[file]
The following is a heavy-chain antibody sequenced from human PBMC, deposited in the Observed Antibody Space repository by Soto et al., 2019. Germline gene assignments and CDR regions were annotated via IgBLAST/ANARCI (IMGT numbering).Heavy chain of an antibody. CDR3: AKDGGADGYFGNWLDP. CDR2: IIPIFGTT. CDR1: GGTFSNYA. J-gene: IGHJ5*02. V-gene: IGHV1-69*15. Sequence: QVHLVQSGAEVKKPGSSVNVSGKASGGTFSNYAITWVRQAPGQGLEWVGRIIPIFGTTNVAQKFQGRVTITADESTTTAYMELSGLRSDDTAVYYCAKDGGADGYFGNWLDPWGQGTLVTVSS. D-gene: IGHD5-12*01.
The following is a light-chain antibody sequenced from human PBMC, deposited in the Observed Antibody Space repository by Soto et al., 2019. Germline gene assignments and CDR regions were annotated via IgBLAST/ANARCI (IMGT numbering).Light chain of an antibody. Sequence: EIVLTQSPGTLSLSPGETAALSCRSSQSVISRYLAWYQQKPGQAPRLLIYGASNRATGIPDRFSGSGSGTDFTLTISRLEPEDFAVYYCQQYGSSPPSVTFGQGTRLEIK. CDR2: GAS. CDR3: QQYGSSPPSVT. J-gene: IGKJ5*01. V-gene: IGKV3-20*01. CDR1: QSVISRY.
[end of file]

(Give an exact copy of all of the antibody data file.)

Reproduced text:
The following is a heavy-chain antibody sequenced from human PBMC, deposited in the Observed Antibody Space repository by Soto et al., 2019. Germline gene assignments and CDR regions were annotated via IgBLAST/ANARCI (IMGT numbering).Heavy chain of an antibody. CDR3: AKDGGADGYFGNWLDP. CDR2: IIPIFGTT. CDR1: GGTFSNYA. J-gene: IGHJ5*02. V-gene: IGHV1-69*15. Sequence: QVHLVQSGAEVKKPGSSVNVSGKASGGTFSNYAITWVRQAPGQGLEWVGRIIPIFGTTNVAQKFQGRVTITADESTTTAYMELSGLRSDDTAVYYCAKDGGADGYFGNWLDPWGQGTLVTVSS. D-gene: IGHD5-12*01.
The following is a light-chain antibody sequenced from human PBMC, deposited in the Observed Antibody Space repository by Soto et al., 2019. Germline gene assignments and CDR regions were annotated via IgBLAST/ANARCI (IMGT numbering).Light chain of an antibody. Sequence: EIVLTQSPGTLSLSPGETAALSCRSSQSVISRYLAWYQQKPGQAPRLLIYGASNRATGIPDRFSGSGSGTDFTLTISRLEPEDFAVYYCQQYGSSPPSVTFGQGTRLEIK. CDR2: GAS. CDR3: QQYGSSPPSVT. J-gene: IGKJ5*01. V-gene: IGKV3-20*01. CDR1: QSVISRY.